Doctor insights on:
Meniscus Removed Tear
Depends: If a repair is possible, that would typically be best. The meniscus is a shock absorber inside the knee, and with removal or meniscectomy, there is greater risk for arthritis. Every tear however cannot be repaired, and the tear pattern, location of tear, quality of tissue, and expectations of the patient need to be considered. There will be restrictions after surgery if the meniscus is repaired. ...Read moreSee 1 more doctor answer
Painful cyst in left knee adjacent to posterior horn of medial meniscus. No meniscus tear (confirmed via MRI & arthroscopy). Treatment options?
See below:: Most cysts in the back of the knee are due to knee joint causes, which improve as the causes is treated. So my recommendations would be: 1: do nothing except maybe pain meds, for 3 months; if no improvement, then; 2: aspiration (removing fluid) under ultrasonic guidance for fluid/needle biopsy; or; 3: removal of the cyst through the back of the knee, to get tissue for biopsy. ...Read moreSee 1 more doctor answer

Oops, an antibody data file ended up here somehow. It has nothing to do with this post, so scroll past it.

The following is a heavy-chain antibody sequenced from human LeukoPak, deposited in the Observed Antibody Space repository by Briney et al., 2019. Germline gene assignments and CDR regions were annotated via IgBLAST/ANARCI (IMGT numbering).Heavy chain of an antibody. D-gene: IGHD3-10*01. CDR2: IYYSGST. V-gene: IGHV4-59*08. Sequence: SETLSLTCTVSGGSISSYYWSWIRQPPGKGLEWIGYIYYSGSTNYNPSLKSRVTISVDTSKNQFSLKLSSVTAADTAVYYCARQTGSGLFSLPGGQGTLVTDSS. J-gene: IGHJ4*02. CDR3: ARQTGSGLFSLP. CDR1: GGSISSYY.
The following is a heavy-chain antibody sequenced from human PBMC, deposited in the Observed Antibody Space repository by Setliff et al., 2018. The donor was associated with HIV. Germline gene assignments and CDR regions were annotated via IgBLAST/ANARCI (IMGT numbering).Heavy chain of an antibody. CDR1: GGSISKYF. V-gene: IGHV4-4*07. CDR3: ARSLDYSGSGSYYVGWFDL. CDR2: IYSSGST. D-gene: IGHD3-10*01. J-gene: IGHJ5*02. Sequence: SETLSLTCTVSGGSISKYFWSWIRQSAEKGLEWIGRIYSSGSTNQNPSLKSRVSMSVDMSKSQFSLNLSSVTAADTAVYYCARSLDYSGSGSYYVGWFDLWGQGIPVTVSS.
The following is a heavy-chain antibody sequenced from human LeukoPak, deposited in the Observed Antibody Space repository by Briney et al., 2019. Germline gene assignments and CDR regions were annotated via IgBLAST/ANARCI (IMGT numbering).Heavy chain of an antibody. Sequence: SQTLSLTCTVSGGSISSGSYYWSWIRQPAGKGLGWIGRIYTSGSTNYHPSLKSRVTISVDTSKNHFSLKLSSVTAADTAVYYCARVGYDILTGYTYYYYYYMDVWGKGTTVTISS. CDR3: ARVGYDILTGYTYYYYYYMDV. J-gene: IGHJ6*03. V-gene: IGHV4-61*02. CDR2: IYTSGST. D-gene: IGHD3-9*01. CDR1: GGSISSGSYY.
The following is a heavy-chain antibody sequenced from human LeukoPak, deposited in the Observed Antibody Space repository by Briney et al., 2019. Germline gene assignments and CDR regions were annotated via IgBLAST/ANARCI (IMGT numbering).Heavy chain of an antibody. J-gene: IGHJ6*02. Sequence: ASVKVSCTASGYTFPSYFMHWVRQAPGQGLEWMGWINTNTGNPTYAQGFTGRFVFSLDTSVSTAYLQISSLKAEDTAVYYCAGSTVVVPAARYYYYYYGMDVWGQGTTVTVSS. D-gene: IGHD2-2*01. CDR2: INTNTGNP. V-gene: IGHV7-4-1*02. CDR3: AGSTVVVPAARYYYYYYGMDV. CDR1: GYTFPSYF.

Should I consider surgery?
SLAP tear extending from superior posterior to anterior
inferior labrum. Possible tear of middle glenohumeral ligament. Partial-thickness bursal surface supraspinatus tendon tear. Focal cartilaginous loss of glenoid.
Athroscopic debridement & menisectomy, partial medial & lateral. Grd1 oa changes lt medial femoral condyle, large posterior horn tear lateral meniscus?
Yikes: The wear on your lateral side and lateral meniscus tear is a not great. The lateral meniscus is responsible for balancing and distribution of force more so than the medial. Be very cautious returning to plant and pivot sports. ...Read more
Radial tear type body segment lateral meniscus. Radial type tear posterior horn lateral meniscus. Can be repaired or just snipped off?